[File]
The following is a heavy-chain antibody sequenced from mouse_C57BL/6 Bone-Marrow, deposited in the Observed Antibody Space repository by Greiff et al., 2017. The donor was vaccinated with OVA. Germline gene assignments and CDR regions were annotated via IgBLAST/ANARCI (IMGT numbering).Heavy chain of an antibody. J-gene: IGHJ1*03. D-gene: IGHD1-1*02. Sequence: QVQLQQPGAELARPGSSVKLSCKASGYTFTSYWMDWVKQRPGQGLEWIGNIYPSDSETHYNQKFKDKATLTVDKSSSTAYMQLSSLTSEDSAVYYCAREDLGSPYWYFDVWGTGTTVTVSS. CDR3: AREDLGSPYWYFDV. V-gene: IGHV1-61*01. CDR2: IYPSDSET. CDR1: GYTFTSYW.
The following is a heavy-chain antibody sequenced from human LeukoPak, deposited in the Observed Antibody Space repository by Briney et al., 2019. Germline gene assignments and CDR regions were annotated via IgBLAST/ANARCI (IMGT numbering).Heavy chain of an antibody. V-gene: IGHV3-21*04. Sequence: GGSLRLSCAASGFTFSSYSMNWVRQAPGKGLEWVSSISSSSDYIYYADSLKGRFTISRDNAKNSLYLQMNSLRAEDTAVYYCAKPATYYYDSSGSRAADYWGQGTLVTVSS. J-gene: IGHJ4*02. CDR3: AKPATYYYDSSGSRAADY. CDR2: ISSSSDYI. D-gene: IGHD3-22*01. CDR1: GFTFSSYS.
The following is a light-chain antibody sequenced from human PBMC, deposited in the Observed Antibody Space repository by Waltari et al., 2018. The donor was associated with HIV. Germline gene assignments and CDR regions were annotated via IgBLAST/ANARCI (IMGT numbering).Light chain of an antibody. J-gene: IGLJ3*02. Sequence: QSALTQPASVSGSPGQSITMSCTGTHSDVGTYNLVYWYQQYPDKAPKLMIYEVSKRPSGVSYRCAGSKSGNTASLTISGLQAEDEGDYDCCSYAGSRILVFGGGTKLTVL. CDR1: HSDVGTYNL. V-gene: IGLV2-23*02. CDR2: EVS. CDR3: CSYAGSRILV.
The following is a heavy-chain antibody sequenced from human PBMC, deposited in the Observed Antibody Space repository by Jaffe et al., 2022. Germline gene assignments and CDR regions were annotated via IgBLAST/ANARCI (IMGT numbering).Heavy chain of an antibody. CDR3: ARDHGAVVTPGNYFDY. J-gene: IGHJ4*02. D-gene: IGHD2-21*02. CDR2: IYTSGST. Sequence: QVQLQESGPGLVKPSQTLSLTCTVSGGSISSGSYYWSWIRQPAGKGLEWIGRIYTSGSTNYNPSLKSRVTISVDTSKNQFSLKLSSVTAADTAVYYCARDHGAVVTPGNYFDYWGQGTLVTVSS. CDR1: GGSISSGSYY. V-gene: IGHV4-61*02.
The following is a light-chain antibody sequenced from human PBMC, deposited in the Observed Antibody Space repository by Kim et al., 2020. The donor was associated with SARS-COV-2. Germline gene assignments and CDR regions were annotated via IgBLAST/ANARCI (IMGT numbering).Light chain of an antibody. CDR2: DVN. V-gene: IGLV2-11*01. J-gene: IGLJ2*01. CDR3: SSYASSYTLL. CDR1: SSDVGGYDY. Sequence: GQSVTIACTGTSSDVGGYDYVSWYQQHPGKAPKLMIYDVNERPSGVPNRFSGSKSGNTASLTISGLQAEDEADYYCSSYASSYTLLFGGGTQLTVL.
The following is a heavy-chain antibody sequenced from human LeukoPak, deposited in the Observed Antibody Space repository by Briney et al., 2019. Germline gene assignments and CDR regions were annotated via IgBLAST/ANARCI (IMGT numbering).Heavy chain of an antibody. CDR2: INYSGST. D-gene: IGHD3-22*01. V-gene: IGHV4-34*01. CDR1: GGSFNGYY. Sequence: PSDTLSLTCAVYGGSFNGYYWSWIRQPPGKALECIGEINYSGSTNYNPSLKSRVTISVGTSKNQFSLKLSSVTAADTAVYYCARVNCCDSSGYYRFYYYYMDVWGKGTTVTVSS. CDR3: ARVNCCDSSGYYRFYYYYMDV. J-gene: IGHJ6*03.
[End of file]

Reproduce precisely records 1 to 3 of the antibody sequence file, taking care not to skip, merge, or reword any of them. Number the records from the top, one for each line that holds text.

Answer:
The following is a heavy-chain antibody sequenced from mouse_C57BL/6 Bone-Marrow, deposited in the Observed Antibody Space repository by Greiff et al., 2017. The donor was vaccinated with OVA. Germline gene assignments and CDR regions were annotated via IgBLAST/ANARCI (IMGT numbering).Heavy chain of an antibody. J-gene: IGHJ1*03. D-gene: IGHD1-1*02. Sequence: QVQLQQPGAELARPGSSVKLSCKASGYTFTSYWMDWVKQRPGQGLEWIGNIYPSDSETHYNQKFKDKATLTVDKSSSTAYMQLSSLTSEDSAVYYCAREDLGSPYWYFDVWGTGTTVTVSS. CDR3: AREDLGSPYWYFDV. V-gene: IGHV1-61*01. CDR2: IYPSDSET. CDR1: GYTFTSYW.
The following is a heavy-chain antibody sequenced from human LeukoPak, deposited in the Observed Antibody Space repository by Briney et al., 2019. Germline gene assignments and CDR regions were annotated via IgBLAST/ANARCI (IMGT numbering).Heavy chain of an antibody. V-gene: IGHV3-21*04. Sequence: GGSLRLSCAASGFTFSSYSMNWVRQAPGKGLEWVSSISSSSDYIYYADSLKGRFTISRDNAKNSLYLQMNSLRAEDTAVYYCAKPATYYYDSSGSRAADYWGQGTLVTVSS. J-gene: IGHJ4*02. CDR3: AKPATYYYDSSGSRAADY. CDR2: ISSSSDYI. D-gene: IGHD3-22*01. CDR1: GFTFSSYS.
The following is a light-chain antibody sequenced from human PBMC, deposited in the Observed Antibody Space repository by Waltari et al., 2018. The donor was associated with HIV. Germline gene assignments and CDR regions were annotated via IgBLAST/ANARCI (IMGT numbering).Light chain of an antibody. J-gene: IGLJ3*02. Sequence: QSALTQPASVSGSPGQSITMSCTGTHSDVGTYNLVYWYQQYPDKAPKLMIYEVSKRPSGVSYRCAGSKSGNTASLTISGLQAEDEGDYDCCSYAGSRILVFGGGTKLTVL. CDR1: HSDVGTYNL. V-gene: IGLV2-23*02. CDR2: EVS. CDR3: CSYAGSRILV.